UK Chabad Centres Welcome Influx of Tourists over the Summer

Thursday, 2 September, 2010 - 8:11 am

weinman.jpgWith over 29.9 million overseas visitors to United Kingdom per year, the summer period has seen hundreds of tourists flock to Chabad centres around the country.

The annual Edinburgh Festival draws thousands of performers and hundreds of thousands of spectators to Scotland's capital city where Rabbi Pinny and Gitty Weinman greet them with Shabbat hospitality and a dose of Jewish spirituality.

Rabbi Weinman, together with rabbinical students, Yaakov and Hershy Hecht (pictured), set up a table on Edinburgh's Royal Mile where performers and visitors gather.

"We get hundreds of people stopping at the stall every day and around 30 people put on tefillin. We have also handed out around 150 Shabbat candles every week," Rabbi Weinman told the Jewish Chronicle newspaper.

"We did this on a smaller scale last year but we saw the influence of more than one million tourists in Edinburgh and now we have a much bigger presence."

With attractions such as Buckingham Palace and Big Ben, London draws the bulk of tourists visiting the United Kingdom.

In Bloomsbury, central London, Rabbi Yisroel and Devora Lew have welcomed many Jewish visitors to the capital from countries as diverse as Israel, Morocco and Iran.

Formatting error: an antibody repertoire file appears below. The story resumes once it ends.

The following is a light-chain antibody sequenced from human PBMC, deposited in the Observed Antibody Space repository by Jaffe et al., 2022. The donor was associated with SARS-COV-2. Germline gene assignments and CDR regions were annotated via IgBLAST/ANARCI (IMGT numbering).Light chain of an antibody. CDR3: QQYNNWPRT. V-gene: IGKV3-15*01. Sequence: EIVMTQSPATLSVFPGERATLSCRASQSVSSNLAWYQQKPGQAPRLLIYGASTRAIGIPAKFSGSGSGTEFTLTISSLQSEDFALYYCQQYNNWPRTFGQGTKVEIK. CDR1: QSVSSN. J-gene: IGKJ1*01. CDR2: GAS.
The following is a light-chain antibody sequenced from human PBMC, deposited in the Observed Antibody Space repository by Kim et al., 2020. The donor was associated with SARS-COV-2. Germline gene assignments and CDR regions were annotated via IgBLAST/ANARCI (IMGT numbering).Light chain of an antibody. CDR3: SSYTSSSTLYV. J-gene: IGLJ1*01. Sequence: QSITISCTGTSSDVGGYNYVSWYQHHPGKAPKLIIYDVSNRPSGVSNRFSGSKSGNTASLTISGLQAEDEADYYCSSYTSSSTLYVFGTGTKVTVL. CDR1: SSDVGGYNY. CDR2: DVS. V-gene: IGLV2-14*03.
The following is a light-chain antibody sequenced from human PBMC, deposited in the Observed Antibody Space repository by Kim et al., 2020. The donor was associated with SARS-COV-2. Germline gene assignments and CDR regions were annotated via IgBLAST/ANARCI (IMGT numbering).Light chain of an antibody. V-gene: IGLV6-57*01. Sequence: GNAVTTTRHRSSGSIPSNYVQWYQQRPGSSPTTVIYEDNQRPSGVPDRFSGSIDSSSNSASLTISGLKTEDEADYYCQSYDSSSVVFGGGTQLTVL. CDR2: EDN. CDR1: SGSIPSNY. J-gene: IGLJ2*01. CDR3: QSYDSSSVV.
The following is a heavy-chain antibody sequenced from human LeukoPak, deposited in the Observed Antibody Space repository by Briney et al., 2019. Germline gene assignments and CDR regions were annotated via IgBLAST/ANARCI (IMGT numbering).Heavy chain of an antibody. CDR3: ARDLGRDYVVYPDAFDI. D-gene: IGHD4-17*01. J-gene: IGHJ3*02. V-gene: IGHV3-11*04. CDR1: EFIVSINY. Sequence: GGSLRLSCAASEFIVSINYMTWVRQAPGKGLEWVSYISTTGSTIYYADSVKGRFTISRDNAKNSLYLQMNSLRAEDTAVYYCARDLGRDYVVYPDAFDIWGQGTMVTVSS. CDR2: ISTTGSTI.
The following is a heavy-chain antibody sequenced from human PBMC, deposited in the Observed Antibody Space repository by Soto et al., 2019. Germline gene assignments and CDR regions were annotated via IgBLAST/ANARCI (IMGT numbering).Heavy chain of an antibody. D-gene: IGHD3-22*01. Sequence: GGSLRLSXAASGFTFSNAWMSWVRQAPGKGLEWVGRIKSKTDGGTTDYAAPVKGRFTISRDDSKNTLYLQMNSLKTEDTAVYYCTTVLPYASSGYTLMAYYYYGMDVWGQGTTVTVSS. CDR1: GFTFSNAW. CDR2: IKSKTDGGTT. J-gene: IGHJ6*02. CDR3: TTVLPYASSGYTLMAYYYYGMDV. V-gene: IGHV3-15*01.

Equipped with a new centre right in the bustling heart of the city, Chabad of Bloomsbury has welcomed increased numbers of tourists as well as the usual crowd of students and young professionals.

bloomsbury.jpg"Our new centre has allowed us to accommodate over 100 people - many of whom are visiting the capital on holiday or business - for Friday night meals. In the past we had to limit numbers and squeeze shoulder-to-shoulder into a much a smaller space," said Rabbi Yisroel Lew.

"We've never been to such a large Friday night meal with so many people from all over the world. The food was great, the atmosphere was very welcoming and we got to listen to an American diplomat speaking about his work in Israel," said New Yorker Beth Sussman, a resident of Kew Gardens, Queens, on holiday in the capital with her husband.

Although students in the university cities of Oxford and Cambridge go home during the summer vacation, they are replaced by throngs of tourists as well as visiting students and scholars.

"Chabad is a primary port of call for Jewish visitors to Oxford during the summer months. Although our regular student crowd has gone home, the influx of many tourists and visiting students and academics ensures that we still have large numbers coming through the door," said Rabbi Eli Brackman, director of Chabad of Oxford.

"Many visiting students are in their teens and it is their first time away from their families, so we are keen to provide a welcoming Jewish home-away-from-home for them," added Freida Brackman.


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